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Laurence Jansen is a London based self taught artist. An avid traveller who has gained a large portion of his insight and inspiration from travelling through Central and South America. He seeks pattern and distortion, movement and sensation in his work to portray his colourful depictions rendered in oil/acrylic on canvas, collage and mixed media. Consistently focusing on abstract and surreal ideals, his recent large pieces show a fusion of past and present studies, working abstraction and pattern with surreal scenarios that engage the viewer with the human condition of his close subjects. These scenarios often come laced with connotations of contemporary global, emotional and climatic issues.


I believe in art as an essential engagement to be used as a conduit from the mundane. It helps us to maintain our passion for life and as an expression combined with the creative process it brings one to question and expel frustrations with reality. A successful piece of art can act as a port hole or window into a world laced with connotations and mystery. This transporting effect of the arts is something that has astonished me from as far back as I can remember.

Science has been related to art since geometry. Modern scientific theories fascinate me and naturally support my understanding of a chosen artistic process. Within my work I see elements of chaos which is a fundamental basis within the process of how things evolve, known as Chaos Theory or the Butterfly Effect. Chaos Theory affects dynamical systems that are highly sensitive to initial conditions. Small variables in the initial conditions create diverging outcomes. This theory is related to the evolution of my painting. My approach to the canvas in the initial process is chaotic. I attack the canvas with blind impulses that create a sloppy and undisciplined mess of accidents. This game of chance inspires the rhythm and order that follows and is the first step to tackle the problem of the predetermined cliche. The differences in the initial conditions can be factors either within or not within my control. For example, my physical, and emotional, state of being. These are two variables which I have control of up to a point. External conditions such as tools used, (knives with distinct serrations, scrapers and brushes of all sizes, etc) give a haptic depth to the infinite possibilities of mark making. These variables create widely diverging results, rendering prediction of the final piece impossible. This is what makes the process exciting. It is a journey with an unknown destination, paints and the instruments are the guides, chance, memory and reference is the inspiration. The only pre-conceived goal is proof of the imagination. Entangled serrations that I paint with knives, create traces that form part of the psychedelic abstractions and patterns. These flowing forms portray movement and invoke sensation, the interposition of figures or figurative suggestions, allows the viewer to interpret a context from the image. This interpretation personally relates to the viewers own experience and tests their allegorical imagination.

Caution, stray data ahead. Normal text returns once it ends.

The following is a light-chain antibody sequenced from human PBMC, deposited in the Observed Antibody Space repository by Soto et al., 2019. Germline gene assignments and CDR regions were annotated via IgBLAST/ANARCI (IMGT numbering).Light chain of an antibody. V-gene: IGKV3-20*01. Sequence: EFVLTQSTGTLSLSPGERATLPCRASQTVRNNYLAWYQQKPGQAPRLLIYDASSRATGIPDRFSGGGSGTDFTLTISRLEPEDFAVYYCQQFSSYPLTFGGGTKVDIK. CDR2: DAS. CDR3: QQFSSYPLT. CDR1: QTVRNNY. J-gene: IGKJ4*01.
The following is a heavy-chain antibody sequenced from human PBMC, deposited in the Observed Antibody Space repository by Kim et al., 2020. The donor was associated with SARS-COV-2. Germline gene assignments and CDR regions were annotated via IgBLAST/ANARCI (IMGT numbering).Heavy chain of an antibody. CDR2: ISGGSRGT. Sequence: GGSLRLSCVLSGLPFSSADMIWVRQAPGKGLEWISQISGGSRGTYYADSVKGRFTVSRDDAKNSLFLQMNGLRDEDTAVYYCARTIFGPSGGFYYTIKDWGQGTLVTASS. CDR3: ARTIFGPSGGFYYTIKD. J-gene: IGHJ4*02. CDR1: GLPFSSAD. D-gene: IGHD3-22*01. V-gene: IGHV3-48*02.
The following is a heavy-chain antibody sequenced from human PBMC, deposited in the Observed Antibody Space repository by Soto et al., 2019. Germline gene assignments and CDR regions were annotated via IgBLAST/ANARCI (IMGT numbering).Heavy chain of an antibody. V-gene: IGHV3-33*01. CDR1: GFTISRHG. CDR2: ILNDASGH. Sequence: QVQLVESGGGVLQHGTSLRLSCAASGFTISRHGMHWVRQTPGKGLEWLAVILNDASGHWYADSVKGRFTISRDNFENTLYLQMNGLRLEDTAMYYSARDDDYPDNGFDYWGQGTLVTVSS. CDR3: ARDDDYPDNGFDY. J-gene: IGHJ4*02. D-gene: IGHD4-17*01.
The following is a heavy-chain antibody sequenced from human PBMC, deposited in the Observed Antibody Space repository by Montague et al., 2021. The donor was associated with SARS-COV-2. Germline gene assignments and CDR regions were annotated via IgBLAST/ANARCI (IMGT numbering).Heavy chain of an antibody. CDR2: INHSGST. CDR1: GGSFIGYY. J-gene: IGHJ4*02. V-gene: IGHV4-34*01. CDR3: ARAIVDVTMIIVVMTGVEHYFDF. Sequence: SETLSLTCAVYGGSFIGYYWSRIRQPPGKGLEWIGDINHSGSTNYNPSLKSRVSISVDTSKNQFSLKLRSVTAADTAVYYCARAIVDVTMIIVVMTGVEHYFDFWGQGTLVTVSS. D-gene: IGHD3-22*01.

The active field of study within particle physics known as String Theory attempts to reconcile quantum mechanics and general relativity to bring us to a theory of everything. This in short suggests the existence of several extra dimensions. I love to use the canvas as an expedition into these unexplored dimensions. I use shadows and blank profiles as slices into a fifth, sixth or seventh dimension. For example, a packaged loaf of sliced bread. Each layer of this bread is alongside the other. I paint these blank shapes to act as windows through to the next slice. They enable me to pull colours, shapes and figures through, or push them away into the distance. This creates a surreal depth of field that invokes ideologies of string theory.

The juxtapositions of figuration and abstraction, negative space and pattern, breathe sensation into the emotional memory and allow the viewer to attach past experiences, present feelings and premonitions to my work.